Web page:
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ACEC News / Coronavirus

May 27, 2020

ACEC Leads Industry Effort to Seek OMB Intervention on Potential Impact of PPP Loan Forgiveness on Firm Rates

The Council led an industry effort of design, construction and engineering associations to write the Office of Federal Procurement Policy within the Office of Management and Budget (OMB) seeking clarification from the federal government on the treatment of loan forgiveness received by a small business for a Paycheck Protection Program (PPP) loan relative to direct and indirect costs allocable to government contracts in accordance with Federal Acquisition Regulation (FAR).
Current guidance from the Department of Defense indicates that firms may need to issue a credit on contracts with the government. In a FAQ page on the CARES Act, the Defense Pricing & Contracting office stated, “to the extent that PPP credits are allocable to costs allowed under a contract, the Government should receive a credit or a reduction in billing for any PPP loans or loan payments that are forgiven.”
ACEC and its allies contend that this interpretation is inconsistent with congressional intent and could actually harm, not help, firms that received PPP loans. “A contractor who performs primarily government contracts could see almost all of the loan forgiveness rescinded through the application of the credit to their direct costs or indirect cost rate, resulting in a lower reimbursement on government contracts performed in the current or future years,” ACEC explained in a position paper submitted to the agency.  “If any forgiveness of the proceeds of properly utilized PPP loans ultimately must get credited back to the government by contractors, then these loans are not truly forgivable.  Such treatment would be inconsistent with the stated provisions of the PPP loan program.”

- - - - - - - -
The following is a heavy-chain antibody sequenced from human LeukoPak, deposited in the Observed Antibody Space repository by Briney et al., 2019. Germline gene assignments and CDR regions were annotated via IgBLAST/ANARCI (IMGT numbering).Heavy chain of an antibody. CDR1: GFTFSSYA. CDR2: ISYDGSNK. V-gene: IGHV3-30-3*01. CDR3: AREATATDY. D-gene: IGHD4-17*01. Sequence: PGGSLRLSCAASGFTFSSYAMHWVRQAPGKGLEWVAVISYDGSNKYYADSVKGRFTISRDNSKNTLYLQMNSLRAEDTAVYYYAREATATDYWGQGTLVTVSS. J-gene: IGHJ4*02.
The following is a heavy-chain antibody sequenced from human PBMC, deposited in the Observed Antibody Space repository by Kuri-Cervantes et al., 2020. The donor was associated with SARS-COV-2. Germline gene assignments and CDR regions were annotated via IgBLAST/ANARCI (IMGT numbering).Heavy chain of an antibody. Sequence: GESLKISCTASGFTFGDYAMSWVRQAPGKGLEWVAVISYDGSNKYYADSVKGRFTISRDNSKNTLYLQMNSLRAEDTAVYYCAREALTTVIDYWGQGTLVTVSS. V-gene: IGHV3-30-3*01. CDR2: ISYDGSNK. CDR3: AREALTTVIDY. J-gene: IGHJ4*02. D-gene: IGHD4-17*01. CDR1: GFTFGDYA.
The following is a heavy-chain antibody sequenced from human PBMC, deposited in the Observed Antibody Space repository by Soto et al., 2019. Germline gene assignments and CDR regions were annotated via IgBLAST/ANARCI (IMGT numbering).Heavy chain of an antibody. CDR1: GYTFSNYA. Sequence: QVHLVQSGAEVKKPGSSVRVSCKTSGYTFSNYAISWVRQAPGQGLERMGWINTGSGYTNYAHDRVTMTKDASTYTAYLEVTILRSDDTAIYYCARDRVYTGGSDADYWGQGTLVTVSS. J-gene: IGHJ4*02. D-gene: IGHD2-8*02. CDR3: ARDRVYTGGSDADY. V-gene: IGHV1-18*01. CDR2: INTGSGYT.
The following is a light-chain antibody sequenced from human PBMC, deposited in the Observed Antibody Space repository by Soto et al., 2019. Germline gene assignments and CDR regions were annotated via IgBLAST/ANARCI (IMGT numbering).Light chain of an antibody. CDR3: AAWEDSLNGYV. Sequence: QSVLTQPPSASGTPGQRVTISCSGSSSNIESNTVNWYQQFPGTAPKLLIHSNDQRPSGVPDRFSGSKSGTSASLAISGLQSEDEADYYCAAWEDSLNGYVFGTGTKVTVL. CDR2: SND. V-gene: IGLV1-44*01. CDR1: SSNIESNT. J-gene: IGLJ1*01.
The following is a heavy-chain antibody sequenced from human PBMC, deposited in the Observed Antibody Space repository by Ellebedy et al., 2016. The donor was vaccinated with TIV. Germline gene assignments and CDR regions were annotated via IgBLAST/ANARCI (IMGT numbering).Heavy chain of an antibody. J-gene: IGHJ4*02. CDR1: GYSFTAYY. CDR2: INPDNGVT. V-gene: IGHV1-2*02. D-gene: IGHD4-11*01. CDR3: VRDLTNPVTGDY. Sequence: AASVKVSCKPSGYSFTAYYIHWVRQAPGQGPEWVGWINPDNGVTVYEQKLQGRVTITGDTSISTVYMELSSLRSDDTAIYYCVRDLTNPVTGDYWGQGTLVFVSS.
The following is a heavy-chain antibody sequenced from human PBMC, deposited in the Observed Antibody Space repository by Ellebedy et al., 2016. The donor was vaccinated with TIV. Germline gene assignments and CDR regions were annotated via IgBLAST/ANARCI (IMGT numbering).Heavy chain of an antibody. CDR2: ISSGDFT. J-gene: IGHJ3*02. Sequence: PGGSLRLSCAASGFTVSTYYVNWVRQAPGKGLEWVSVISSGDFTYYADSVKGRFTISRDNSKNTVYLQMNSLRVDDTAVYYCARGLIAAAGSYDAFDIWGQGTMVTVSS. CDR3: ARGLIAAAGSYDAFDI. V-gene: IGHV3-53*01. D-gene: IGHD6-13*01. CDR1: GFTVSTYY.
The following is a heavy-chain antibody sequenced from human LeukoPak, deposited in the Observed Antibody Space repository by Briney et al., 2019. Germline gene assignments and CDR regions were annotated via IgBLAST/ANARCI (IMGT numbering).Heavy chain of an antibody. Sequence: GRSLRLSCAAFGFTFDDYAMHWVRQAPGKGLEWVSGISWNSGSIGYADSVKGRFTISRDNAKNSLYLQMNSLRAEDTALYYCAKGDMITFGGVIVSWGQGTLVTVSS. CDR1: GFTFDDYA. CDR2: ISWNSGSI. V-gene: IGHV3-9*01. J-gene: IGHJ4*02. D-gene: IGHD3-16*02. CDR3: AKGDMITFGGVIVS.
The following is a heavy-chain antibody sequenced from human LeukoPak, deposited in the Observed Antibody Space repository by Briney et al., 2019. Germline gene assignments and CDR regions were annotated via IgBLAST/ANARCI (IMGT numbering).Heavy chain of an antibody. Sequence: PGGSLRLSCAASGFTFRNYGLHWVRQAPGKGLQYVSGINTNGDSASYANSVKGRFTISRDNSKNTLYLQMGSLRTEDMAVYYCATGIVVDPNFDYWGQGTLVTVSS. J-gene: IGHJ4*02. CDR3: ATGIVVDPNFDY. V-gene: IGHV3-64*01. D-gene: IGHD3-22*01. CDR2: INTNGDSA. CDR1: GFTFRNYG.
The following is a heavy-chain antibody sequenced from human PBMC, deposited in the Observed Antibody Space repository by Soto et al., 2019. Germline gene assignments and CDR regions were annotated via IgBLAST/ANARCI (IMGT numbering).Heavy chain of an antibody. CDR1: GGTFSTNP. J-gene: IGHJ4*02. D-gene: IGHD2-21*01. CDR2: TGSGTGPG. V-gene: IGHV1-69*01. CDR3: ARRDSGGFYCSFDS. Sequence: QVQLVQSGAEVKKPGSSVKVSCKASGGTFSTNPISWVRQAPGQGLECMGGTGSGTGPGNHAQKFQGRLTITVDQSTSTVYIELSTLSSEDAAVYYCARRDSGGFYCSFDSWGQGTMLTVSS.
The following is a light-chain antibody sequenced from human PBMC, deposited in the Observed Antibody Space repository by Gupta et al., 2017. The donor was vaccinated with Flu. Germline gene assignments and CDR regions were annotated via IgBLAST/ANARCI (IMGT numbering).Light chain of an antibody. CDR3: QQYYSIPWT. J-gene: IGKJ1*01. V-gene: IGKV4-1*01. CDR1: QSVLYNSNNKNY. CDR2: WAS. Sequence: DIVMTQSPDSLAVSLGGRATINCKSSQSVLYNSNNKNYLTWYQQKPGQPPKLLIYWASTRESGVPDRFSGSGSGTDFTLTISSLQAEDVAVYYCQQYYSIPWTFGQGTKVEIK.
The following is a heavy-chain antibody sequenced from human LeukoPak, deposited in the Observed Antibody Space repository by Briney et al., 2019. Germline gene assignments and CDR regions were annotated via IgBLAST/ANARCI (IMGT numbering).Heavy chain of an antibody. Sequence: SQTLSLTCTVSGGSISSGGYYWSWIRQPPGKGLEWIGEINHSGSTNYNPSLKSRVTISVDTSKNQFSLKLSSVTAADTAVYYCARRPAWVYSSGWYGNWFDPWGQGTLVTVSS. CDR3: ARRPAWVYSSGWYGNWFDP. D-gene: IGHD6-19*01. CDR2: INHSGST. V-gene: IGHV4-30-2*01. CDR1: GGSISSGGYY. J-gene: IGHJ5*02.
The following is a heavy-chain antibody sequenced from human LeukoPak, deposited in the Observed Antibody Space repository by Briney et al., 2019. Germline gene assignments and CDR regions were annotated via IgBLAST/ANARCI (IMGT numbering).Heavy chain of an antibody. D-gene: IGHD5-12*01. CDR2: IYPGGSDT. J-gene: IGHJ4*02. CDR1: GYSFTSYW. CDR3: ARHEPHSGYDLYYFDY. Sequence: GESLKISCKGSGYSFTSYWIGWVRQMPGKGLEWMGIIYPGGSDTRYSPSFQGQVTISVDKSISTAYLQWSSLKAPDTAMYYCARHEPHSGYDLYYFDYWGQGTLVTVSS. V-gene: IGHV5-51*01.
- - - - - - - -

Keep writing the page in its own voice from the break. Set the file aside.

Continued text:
The letter requests that OMB weigh in to clarify that firms with forgiven PPP loans not be required to provide a credit to direct or indirect costs in contracts with the government. 

Signers of the letter include: American Road and Transportation Builders Association, American Subcontractors Association, Associated General Contractors of America, Construction Management Association of America, Design-Build Institute of America, Independent Electrical Contractors, International Institute of Building Enclosure Consultants, National Association of Surety Bond Producers, National Electrical Contractors Association, National Society of Professional Surveyors, Sheet Metal and Air Conditioning Contractors National Association, Surety & Fidelity Association of America, and Women Construction Owners and Executives.

Click here to read the letter.


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May 27, 2020



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